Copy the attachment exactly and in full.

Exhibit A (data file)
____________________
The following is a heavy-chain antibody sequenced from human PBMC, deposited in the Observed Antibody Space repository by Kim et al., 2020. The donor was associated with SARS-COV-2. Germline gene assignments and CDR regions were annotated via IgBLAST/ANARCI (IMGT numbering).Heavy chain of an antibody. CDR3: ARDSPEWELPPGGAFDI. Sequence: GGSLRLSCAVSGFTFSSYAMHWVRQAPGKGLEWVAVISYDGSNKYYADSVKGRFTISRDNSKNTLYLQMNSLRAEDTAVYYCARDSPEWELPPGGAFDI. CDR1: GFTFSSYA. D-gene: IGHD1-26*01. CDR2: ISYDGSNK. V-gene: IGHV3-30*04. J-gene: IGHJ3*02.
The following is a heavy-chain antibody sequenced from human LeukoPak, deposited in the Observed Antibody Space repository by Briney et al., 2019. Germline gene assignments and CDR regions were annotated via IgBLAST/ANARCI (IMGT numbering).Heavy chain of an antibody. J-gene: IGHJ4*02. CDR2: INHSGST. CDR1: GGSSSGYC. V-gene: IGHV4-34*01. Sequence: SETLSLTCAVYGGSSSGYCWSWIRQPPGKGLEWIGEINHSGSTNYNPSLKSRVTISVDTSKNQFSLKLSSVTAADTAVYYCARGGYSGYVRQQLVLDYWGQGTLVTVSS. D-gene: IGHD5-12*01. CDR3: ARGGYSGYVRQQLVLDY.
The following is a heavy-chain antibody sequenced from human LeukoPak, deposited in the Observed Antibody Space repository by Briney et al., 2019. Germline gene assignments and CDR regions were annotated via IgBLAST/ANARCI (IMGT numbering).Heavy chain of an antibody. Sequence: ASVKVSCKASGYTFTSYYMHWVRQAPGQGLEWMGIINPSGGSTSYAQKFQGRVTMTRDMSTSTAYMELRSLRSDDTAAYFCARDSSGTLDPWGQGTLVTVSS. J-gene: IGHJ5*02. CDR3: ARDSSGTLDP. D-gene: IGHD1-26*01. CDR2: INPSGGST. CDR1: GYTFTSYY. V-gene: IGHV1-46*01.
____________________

The following is a heavy-chain antibody sequenced from human PBMC, deposited in the Observed Antibody Space repository by Kim et al., 2020. The donor was associated with SARS-COV-2. Germline gene assignments and CDR regions were annotated via IgBLAST/ANARCI (IMGT numbering).Heavy chain of an antibody. CDR3: ARDSPEWELPPGGAFDI. Sequence: GGSLRLSCAVSGFTFSSYAMHWVRQAPGKGLEWVAVISYDGSNKYYADSVKGRFTISRDNSKNTLYLQMNSLRAEDTAVYYCARDSPEWELPPGGAFDI. CDR1: GFTFSSYA. D-gene: IGHD1-26*01. CDR2: ISYDGSNK. V-gene: IGHV3-30*04. J-gene: IGHJ3*02.
The following is a heavy-chain antibody sequenced from human LeukoPak, deposited in the Observed Antibody Space repository by Briney et al., 2019. Germline gene assignments and CDR regions were annotated via IgBLAST/ANARCI (IMGT numbering).Heavy chain of an antibody. J-gene: IGHJ4*02. CDR2: INHSGST. CDR1: GGSSSGYC. V-gene: IGHV4-34*01. Sequence: SETLSLTCAVYGGSSSGYCWSWIRQPPGKGLEWIGEINHSGSTNYNPSLKSRVTISVDTSKNQFSLKLSSVTAADTAVYYCARGGYSGYVRQQLVLDYWGQGTLVTVSS. D-gene: IGHD5-12*01. CDR3: ARGGYSGYVRQQLVLDY.
The following is a heavy-chain antibody sequenced from human LeukoPak, deposited in the Observed Antibody Space repository by Briney et al., 2019. Germline gene assignments and CDR regions were annotated via IgBLAST/ANARCI (IMGT numbering).Heavy chain of an antibody. Sequence: ASVKVSCKASGYTFTSYYMHWVRQAPGQGLEWMGIINPSGGSTSYAQKFQGRVTMTRDMSTSTAYMELRSLRSDDTAAYFCARDSSGTLDPWGQGTLVTVSS. J-gene: IGHJ5*02. CDR3: ARDSSGTLDP. D-gene: IGHD1-26*01. CDR2: INPSGGST. CDR1: GYTFTSYY. V-gene: IGHV1-46*01.